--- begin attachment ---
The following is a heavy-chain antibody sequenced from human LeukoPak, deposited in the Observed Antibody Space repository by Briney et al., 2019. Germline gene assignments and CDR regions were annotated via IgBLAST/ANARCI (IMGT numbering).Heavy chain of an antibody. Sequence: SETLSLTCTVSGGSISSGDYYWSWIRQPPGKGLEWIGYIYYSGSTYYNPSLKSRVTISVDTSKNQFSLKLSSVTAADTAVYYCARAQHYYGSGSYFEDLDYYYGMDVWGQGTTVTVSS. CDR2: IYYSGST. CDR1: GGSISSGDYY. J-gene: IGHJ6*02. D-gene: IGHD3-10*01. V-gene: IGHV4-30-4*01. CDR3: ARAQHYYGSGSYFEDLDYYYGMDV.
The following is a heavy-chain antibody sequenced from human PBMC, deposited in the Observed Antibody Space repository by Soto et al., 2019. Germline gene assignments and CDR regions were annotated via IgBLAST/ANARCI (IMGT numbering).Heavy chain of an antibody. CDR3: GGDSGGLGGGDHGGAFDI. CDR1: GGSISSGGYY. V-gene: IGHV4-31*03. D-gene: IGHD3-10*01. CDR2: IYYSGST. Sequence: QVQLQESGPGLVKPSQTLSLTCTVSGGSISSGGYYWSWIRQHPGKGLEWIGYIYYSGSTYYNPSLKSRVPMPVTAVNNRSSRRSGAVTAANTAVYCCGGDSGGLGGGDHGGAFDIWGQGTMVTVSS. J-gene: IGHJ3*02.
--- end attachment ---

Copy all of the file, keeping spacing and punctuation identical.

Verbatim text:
The following is a heavy-chain antibody sequenced from human LeukoPak, deposited in the Observed Antibody Space repository by Briney et al., 2019. Germline gene assignments and CDR regions were annotated via IgBLAST/ANARCI (IMGT numbering).Heavy chain of an antibody. Sequence: SETLSLTCTVSGGSISSGDYYWSWIRQPPGKGLEWIGYIYYSGSTYYNPSLKSRVTISVDTSKNQFSLKLSSVTAADTAVYYCARAQHYYGSGSYFEDLDYYYGMDVWGQGTTVTVSS. CDR2: IYYSGST. CDR1: GGSISSGDYY. J-gene: IGHJ6*02. D-gene: IGHD3-10*01. V-gene: IGHV4-30-4*01. CDR3: ARAQHYYGSGSYFEDLDYYYGMDV.
The following is a heavy-chain antibody sequenced from human PBMC, deposited in the Observed Antibody Space repository by Soto et al., 2019. Germline gene assignments and CDR regions were annotated via IgBLAST/ANARCI (IMGT numbering).Heavy chain of an antibody. CDR3: GGDSGGLGGGDHGGAFDI. CDR1: GGSISSGGYY. V-gene: IGHV4-31*03. D-gene: IGHD3-10*01. CDR2: IYYSGST. Sequence: QVQLQESGPGLVKPSQTLSLTCTVSGGSISSGGYYWSWIRQHPGKGLEWIGYIYYSGSTYYNPSLKSRVPMPVTAVNNRSSRRSGAVTAANTAVYCCGGDSGGLGGGDHGGAFDIWGQGTMVTVSS. J-gene: IGHJ3*02.